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While on the subject of new sports cars, the Automobile Club de l’Ouest held a test day at Le Mans back in April to give constructors an opportunity to test new models. Of especial interest, in view of past associations with Le Mans, and victory, was the appearance of a new Jaguar sports car. Described by many people as the E-type Jaguar, it seems that this is not strictly correct and that in Jaguar’s design department they have never officially left the C-type series. We all recall the C-type Jaguar, which used a special XK120 engine in a tubular space frame, and which gave the Coventry firm its first Le Mans victory, and nowadays makes a very pleasant road-going sports car. This was known as the C-type Mark I. It was followed by similar mechanical components mounted in a very clever stressed-skin and square-section tube monocoque, with aerodynamic body, and was popularly known as the D-type, and is now popular as a Club racer. This was the C-type Mark II. Now this new Jaguar has appeared, still with the XK type of six-cylinder twin-cam engine, but having an even more brilliant monocoque stressed-skin body-chassis and with independent rear suspension, using the drive shafts as one member of the suspension system. This has already been labelled the E-type by some people, but in reality is the C-type Mark III. The point bring that the letter C is not a series letter, such as M.G. used, but refers to Competition in the design department, hence the C-type Mark III Jaguar.
As Maserati are doing with their Tipo 61 and the Casner racing team, so Jaguar are doing with their new car and the Briggs Cunningham racing team, so that the appearance of “Lofty” England and his men with a new car at Le Mans does not officially mean that Jaguar Cars Ltd. have returned to racing. In the same way the appearance of Guerino Bertocchi and his men with the Tipo 61 at the Targa Florio did not officially mean the return of Maserati to racing. All we need now is for a rich German enthusiast “Herr Krautmieir” to finance the appearance of a new Mercedes-Benz sports car and we shall know that the appearance of Karl Kling and a team of blue-clad mechanics with the new car at Le Mans will mean that officially Mercedes-Benz have not returned to racing, just as they have not taken up Rallies officially, we are told!
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There is a certain type of racing enthusiast who is also extremely knowledgeable from a technical and design angle and these chaps can often debunk “famouss designers” by having clear, concise and logical minds untrammelled by being surrounded by a group of sales promotion, publicity, styling, costing and similar experts who manage to, ruin most ingenious designs at birth. In a discussion recently one such enthusiast quoted the saying “that for the same strength anything can be made as light in steel as in aluminium” and this caused some eyebrow raising among those who could visualise two objects, one in steel and one in aluminium, but could not visualise their respective strengths, so automatically assumed that the steel one must be heavier. Good exemples of the application of this dogma are the rear hub carriers on certain racing cars, Ferrari, B.R.M. and Porsche fabricating theirs from steel and Cooper and Lotus using alloy castings. For the same strength the fabricated steel ones are certainly no heavier and if anything may well be lighter.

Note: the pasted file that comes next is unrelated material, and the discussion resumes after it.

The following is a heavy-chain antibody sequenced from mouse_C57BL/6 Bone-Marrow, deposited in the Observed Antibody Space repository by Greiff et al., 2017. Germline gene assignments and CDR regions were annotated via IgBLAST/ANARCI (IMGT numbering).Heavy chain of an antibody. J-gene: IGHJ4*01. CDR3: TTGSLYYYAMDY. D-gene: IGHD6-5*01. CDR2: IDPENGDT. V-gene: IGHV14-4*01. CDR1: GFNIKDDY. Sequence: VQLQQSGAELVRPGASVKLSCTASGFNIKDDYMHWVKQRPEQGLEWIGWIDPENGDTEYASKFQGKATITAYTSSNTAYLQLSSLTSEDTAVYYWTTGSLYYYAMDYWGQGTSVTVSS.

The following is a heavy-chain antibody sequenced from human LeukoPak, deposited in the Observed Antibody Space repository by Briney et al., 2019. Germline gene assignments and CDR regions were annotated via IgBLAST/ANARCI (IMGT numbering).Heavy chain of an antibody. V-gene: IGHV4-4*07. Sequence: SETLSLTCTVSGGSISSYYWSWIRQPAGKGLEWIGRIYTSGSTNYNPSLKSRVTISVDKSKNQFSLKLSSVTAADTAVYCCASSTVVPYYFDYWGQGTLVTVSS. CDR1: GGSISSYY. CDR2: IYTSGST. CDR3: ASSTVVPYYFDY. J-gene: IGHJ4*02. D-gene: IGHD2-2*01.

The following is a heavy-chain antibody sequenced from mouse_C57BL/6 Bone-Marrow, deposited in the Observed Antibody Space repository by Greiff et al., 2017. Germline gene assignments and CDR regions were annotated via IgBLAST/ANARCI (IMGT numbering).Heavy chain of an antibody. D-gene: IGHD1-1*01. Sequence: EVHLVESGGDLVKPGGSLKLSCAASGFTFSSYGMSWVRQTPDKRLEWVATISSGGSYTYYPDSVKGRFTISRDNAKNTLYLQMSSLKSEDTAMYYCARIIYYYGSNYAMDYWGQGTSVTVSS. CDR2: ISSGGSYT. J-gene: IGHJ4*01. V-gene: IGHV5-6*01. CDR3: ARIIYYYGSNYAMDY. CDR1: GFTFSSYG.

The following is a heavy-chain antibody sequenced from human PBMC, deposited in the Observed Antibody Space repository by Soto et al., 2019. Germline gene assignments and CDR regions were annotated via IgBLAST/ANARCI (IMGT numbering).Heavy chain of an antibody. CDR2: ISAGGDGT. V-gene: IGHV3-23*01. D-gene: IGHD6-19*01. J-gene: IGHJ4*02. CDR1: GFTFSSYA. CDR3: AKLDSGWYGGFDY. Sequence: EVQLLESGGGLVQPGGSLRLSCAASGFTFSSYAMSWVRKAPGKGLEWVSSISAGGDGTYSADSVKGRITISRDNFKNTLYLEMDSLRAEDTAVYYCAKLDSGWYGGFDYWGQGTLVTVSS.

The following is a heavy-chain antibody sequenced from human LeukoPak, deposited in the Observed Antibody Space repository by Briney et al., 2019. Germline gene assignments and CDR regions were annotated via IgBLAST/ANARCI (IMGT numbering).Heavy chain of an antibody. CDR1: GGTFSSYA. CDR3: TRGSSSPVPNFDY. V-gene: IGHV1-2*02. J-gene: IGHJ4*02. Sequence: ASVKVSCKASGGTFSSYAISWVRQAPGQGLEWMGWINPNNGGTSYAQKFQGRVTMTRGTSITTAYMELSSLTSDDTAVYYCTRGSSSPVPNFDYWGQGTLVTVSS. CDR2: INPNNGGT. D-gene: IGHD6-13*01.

Another example has recently appeared in the form of the special competition Porsche Carrera built by Abarth of Turin. The Porsche factory delivered a Carrera “platform,” there is no actual chassis, and Abarth built a very sleek coupé body on to it from aluminium. Now the whole secret of a Porsche coupé is the fact that it is a very strong box in which all parts of the body are stressed and provide towards the overall strength of the unit, imparting excellent torsional stiffness, bending stiffness and freedom from whip all of which are essential in a framework having all four wheels independently sprung. When building the Abarth-Carrera this inherent structural stiffness had to be borne in mind and the result has turned out to be a very sleek-looking Carrera Porsche in aluminium that weighs exactly the same as an all-steel Carrera Porsche built by the parent firm of Reutter. As Abarth has tucked his bodywork closely round the wheels and reduced headroom to a very bare minimum the result is a slight decrease on frontal area, which may give the Abarth-Carrera a slightly higher maximum speed over the Reutter-Carrera. The first Abarth-Carrera had its “skirts” tucked up a bit too tight, with a result that there was negligible steering lock; however, on the second model, delivered to Paul Strahle, this has been improved and his G.T. win in the Targa Florio with Herbert Linge has proved the car to be well sorted out. Twenty such Abarth-Carreras are planned, while Reutter will make forty of their steel one, all sixty being destined for competition purposes and not promenading. – D.S.J.